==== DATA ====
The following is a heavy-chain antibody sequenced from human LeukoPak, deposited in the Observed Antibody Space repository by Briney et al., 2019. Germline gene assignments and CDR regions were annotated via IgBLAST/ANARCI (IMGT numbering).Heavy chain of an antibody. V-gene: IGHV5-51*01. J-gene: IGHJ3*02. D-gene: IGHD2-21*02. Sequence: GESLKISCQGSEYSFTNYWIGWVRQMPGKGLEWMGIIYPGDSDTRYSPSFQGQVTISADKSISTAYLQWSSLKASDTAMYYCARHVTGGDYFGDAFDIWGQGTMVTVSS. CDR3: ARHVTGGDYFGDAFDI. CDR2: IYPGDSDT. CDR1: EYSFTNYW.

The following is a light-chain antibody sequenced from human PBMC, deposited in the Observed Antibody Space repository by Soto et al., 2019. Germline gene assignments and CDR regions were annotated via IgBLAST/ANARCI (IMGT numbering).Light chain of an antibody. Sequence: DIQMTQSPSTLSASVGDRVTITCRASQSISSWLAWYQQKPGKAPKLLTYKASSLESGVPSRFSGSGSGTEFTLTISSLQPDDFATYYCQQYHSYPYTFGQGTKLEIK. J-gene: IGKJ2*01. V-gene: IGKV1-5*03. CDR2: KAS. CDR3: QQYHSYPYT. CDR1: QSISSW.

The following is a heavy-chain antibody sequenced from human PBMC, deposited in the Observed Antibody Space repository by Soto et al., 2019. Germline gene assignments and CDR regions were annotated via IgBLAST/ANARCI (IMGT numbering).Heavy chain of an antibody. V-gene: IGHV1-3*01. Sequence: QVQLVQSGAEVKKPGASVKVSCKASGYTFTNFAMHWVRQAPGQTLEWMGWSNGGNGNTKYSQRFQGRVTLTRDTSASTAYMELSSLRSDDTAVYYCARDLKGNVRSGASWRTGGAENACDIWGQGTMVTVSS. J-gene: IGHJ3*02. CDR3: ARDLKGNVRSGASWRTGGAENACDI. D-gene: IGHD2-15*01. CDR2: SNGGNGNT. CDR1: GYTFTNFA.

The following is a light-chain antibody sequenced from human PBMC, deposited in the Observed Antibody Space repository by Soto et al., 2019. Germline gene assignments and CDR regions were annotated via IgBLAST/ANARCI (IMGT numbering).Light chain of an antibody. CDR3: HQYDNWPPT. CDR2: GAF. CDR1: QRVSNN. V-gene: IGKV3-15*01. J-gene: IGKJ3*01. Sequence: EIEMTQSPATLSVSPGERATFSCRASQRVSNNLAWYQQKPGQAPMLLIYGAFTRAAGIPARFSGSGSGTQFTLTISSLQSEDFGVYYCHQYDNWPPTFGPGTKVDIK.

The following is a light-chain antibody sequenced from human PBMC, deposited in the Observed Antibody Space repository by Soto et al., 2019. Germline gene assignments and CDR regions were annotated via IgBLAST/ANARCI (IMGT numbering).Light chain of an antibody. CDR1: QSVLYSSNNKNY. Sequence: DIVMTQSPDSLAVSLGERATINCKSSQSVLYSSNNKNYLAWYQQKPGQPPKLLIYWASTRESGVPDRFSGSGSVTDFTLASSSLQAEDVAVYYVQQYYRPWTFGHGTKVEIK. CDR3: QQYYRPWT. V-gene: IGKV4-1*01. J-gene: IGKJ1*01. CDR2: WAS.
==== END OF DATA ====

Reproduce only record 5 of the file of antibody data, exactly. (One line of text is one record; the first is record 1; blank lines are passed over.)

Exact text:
The following is a light-chain antibody sequenced from human PBMC, deposited in the Observed Antibody Space repository by Soto et al., 2019. Germline gene assignments and CDR regions were annotated via IgBLAST/ANARCI (IMGT numbering).Light chain of an antibody. CDR1: QSVLYSSNNKNY. Sequence: DIVMTQSPDSLAVSLGERATINCKSSQSVLYSSNNKNYLAWYQQKPGQPPKLLIYWASTRESGVPDRFSGSGSVTDFTLASSSLQAEDVAVYYVQQYYRPWTFGHGTKVEIK. CDR3: QQYYRPWT. V-gene: IGKV4-1*01. J-gene: IGKJ1*01. CDR2: WAS.